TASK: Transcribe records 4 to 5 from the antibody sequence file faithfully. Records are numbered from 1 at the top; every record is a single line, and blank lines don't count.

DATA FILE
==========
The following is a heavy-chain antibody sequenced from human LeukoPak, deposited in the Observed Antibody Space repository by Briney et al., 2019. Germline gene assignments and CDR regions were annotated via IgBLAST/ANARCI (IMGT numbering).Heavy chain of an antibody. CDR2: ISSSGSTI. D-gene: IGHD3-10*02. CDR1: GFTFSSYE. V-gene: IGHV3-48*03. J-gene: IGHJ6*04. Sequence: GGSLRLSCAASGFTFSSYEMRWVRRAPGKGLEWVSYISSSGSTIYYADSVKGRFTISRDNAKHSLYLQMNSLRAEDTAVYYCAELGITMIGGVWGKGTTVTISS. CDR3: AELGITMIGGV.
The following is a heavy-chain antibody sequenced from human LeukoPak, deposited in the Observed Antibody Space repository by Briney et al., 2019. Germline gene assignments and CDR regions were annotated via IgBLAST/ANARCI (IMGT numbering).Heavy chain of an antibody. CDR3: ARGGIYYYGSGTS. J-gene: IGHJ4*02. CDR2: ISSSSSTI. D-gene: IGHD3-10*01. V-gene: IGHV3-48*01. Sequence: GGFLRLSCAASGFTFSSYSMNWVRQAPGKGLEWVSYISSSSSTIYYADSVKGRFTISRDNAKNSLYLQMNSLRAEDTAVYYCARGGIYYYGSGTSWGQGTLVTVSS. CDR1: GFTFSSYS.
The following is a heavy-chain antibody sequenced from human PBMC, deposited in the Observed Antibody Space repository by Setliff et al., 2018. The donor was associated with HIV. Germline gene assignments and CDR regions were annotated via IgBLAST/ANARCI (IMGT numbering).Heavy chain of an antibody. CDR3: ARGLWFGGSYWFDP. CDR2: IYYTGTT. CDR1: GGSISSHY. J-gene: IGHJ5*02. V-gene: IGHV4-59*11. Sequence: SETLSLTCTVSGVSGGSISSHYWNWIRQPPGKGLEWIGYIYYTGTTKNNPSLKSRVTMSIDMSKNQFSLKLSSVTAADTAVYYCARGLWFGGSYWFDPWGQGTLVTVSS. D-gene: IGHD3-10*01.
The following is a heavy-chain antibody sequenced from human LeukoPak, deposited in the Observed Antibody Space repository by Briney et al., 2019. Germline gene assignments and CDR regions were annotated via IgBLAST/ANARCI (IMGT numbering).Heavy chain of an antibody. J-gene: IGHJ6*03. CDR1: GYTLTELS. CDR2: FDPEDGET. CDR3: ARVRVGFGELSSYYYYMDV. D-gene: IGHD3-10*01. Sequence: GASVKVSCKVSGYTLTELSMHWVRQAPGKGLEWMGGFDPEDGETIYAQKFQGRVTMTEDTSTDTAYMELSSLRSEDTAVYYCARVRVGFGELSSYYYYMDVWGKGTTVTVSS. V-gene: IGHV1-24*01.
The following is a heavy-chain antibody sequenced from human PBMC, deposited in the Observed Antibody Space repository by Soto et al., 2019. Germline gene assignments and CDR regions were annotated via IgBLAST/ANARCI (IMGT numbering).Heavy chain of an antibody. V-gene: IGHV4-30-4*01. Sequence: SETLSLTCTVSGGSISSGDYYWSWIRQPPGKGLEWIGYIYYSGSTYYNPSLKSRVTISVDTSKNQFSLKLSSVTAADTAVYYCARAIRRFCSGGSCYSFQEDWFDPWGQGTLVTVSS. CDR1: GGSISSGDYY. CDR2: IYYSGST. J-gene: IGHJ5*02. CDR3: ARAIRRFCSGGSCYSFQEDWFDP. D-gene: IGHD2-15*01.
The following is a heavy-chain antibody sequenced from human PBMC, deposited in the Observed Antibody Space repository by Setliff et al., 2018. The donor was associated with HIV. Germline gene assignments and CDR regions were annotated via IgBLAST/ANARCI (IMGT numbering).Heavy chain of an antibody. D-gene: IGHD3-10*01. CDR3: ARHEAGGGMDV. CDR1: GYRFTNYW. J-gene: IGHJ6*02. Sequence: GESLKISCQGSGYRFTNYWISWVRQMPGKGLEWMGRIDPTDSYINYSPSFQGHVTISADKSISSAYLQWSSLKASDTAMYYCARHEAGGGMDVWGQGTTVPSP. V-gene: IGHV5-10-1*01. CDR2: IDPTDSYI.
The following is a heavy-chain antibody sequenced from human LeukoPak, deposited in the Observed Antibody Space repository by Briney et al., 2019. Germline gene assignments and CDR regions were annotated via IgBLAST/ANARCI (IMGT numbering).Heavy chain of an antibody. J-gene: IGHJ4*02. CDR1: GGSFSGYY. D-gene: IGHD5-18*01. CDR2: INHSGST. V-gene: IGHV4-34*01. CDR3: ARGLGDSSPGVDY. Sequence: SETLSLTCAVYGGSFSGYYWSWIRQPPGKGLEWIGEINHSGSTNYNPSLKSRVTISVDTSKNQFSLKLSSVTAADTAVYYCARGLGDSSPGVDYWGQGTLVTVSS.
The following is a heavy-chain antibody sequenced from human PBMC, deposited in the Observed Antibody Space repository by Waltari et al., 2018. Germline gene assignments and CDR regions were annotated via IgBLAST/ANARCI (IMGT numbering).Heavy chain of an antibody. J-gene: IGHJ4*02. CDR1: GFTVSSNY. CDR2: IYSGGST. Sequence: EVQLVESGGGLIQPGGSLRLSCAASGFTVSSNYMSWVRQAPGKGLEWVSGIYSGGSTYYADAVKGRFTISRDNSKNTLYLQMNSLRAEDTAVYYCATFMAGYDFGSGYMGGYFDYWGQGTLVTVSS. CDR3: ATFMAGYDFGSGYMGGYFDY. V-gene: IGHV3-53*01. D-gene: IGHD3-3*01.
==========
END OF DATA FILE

The following is a heavy-chain antibody sequenced from human LeukoPak, deposited in the Observed Antibody Space repository by Briney et al., 2019. Germline gene assignments and CDR regions were annotated via IgBLAST/ANARCI (IMGT numbering).Heavy chain of an antibody. J-gene: IGHJ6*03. CDR1: GYTLTELS. CDR2: FDPEDGET. CDR3: ARVRVGFGELSSYYYYMDV. D-gene: IGHD3-10*01. Sequence: GASVKVSCKVSGYTLTELSMHWVRQAPGKGLEWMGGFDPEDGETIYAQKFQGRVTMTEDTSTDTAYMELSSLRSEDTAVYYCARVRVGFGELSSYYYYMDVWGKGTTVTVSS. V-gene: IGHV1-24*01.
The following is a heavy-chain antibody sequenced from human PBMC, deposited in the Observed Antibody Space repository by Soto et al., 2019. Germline gene assignments and CDR regions were annotated via IgBLAST/ANARCI (IMGT numbering).Heavy chain of an antibody. V-gene: IGHV4-30-4*01. Sequence: SETLSLTCTVSGGSISSGDYYWSWIRQPPGKGLEWIGYIYYSGSTYYNPSLKSRVTISVDTSKNQFSLKLSSVTAADTAVYYCARAIRRFCSGGSCYSFQEDWFDPWGQGTLVTVSS. CDR1: GGSISSGDYY. CDR2: IYYSGST. J-gene: IGHJ5*02. CDR3: ARAIRRFCSGGSCYSFQEDWFDP. D-gene: IGHD2-15*01.